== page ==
In the drawing, FIGURE 1 is a schematic perspective view of apparatus according to my invention;
FIGURE 2 is a view of the apparatus looking upward from the plane upper surface of the lower lens in FIG- URE 1;
FIGURES 3 and 4 are mutually perpendicular longitudinal sections through the optical axis of the apparatus, as identified by the lines 33 and 44 in FIGURE 2;
FIGURE 5 shows the electrical circuitry of my invention in block diagram form; and
FIGURES 6 and 7 show the areas observed by the two optical systems comprised in the apparatus.
In FIGURE 1 the apparatus is shown as having an optical axis 0A, the point 0 defining the location of an infrared sensor omitted from the figure for increased clarity of illustration. Axis 0A is common to a pair 3,219,642 Patented Nov. 23, 1965 of optical systems, one contained within the other. The first system includes a hollow parabolic reflector 10 and a pair of plane parallel mirrors 11 and 12. The second system includes a pair of crossed cylindrical lenses 13 and 14, made of silver chloride for increased infrared transparency. The sensor may comprise a lead sulfide infrared detector.
At a point on the optical axis remote from point 0 the field observed using reflector 10 is circular, while that observed using lenses 13 and 14 is elliptical. As suggested in FIGURE 6, the focal lengths of the lenses and the reflector are so chosen, with respect to their other dimensions, that a diameter of the circle is the minor axis of the ellipse, which is accordingly homocentric with the circle. The major axis of the ellipse is five times the minor one. The effective numerical apertures of the lenses and the reflector are such that, for a field of uniform intensity, the same amounts of infrared energy reach the sensor through the lenses and from the reflector, that is, the optical gain of the reflection system is greater than that of the lens system. Note that light from the mirrors does not pass through the smaller 'lens, but goes around it, in reaching the sensor.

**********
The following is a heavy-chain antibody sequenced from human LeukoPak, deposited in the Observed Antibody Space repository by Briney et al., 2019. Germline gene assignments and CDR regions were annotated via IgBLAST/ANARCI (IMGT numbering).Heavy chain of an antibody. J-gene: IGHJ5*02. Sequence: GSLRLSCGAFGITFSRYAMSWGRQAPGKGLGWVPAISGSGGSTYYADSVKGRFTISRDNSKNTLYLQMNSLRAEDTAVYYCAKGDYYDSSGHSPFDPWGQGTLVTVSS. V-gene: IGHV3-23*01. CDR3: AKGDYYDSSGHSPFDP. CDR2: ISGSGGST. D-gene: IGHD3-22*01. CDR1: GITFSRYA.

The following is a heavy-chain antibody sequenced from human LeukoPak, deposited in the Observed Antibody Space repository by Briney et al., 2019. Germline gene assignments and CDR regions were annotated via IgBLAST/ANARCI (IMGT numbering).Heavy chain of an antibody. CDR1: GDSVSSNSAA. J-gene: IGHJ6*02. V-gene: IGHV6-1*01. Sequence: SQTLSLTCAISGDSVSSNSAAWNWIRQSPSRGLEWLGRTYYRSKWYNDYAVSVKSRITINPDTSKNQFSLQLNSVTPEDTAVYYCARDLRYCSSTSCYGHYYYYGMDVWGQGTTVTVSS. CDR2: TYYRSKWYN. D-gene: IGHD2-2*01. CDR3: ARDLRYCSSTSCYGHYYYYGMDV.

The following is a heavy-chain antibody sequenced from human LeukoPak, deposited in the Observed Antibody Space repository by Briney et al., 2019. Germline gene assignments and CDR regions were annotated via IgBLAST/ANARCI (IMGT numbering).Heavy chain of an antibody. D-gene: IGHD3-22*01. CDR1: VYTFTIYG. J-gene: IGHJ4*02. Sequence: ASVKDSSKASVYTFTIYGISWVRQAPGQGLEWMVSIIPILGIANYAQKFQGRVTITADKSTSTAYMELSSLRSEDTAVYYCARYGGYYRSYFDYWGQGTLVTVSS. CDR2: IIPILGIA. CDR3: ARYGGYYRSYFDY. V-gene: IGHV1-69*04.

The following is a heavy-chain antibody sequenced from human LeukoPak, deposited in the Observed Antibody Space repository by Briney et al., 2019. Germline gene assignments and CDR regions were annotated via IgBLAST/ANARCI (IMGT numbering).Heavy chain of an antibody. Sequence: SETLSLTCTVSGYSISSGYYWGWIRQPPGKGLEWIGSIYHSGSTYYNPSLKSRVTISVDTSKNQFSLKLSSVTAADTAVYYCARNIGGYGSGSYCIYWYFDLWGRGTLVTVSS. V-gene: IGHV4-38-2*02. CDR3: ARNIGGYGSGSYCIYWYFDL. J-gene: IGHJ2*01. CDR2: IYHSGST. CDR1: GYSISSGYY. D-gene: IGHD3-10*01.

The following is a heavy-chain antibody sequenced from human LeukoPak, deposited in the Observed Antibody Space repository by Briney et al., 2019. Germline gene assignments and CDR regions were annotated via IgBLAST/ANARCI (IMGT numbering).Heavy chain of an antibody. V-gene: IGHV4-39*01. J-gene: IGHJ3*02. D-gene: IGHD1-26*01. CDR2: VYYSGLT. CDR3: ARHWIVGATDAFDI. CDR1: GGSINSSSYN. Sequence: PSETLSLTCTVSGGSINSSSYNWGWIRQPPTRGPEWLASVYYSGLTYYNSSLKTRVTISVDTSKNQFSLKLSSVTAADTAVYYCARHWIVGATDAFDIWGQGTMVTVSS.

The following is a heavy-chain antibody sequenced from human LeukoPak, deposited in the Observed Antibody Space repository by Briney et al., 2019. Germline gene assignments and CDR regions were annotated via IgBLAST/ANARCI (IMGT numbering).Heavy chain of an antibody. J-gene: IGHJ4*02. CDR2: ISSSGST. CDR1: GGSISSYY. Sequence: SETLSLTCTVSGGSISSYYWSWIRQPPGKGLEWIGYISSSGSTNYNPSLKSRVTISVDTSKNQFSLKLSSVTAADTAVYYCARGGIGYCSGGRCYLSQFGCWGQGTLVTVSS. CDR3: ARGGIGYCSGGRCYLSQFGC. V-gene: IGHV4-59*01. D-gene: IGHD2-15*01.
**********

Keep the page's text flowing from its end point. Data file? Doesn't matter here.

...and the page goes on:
A chopper disc 15 rotates between the sensor and the lens and reflector. This is best shown in FIGURE 2, which is a view taken looking upwardly from the upper, plane surface of lens 14, the position of which is suggested in broken lines in FIGURE 2. The outer portion of disc 15 is provided with apertures in three rings. All the apertures are 20 in angular extent, and the outer and inner rings have their apertures in radial alignment and spaced by 20. The intermediate ring has its apertures aligned with portions of the disc between the apertures in the inner and outer rings. The arrangement is such that energy from the small lens 13 passes through the intermediate ring of apertures, while energy from mirrors 11 and 12 passes through the outer and inner rings, respectively. The sensor is behind lens 13 and is indicated by the broken circle 16, and a filter 17 may be located between the sensor and disc 15 so that all energy reaching the sensor must pass through it. The sensor may comprise a lead sulfide infrared detector as indicated in FIGURE 5 by the reference numeral 16.
FIGURE 5 shows the electrical circuit associated with my invention, in block diagram form. Infrared energy is transmitted to detector 16, through chopper 15, alternately from the wide angle optics 20, comprising mirrors 11 and 12 and reflector 10, and from the narrow angle optics 21, comprising lenses 13 and 14. The output from detector 16 is supplied to a display 22, in which the signals representing the two optical inputs are compared and an indication is given of their relationship. The degree of complexity of display 22 is determined by the use to be made of the signal and the sensitivity required. In its simplest form it may comprise no more than an A.C. voltmeter 28 preceded by suitable means such as capacitor 29 for removing the D.C. component.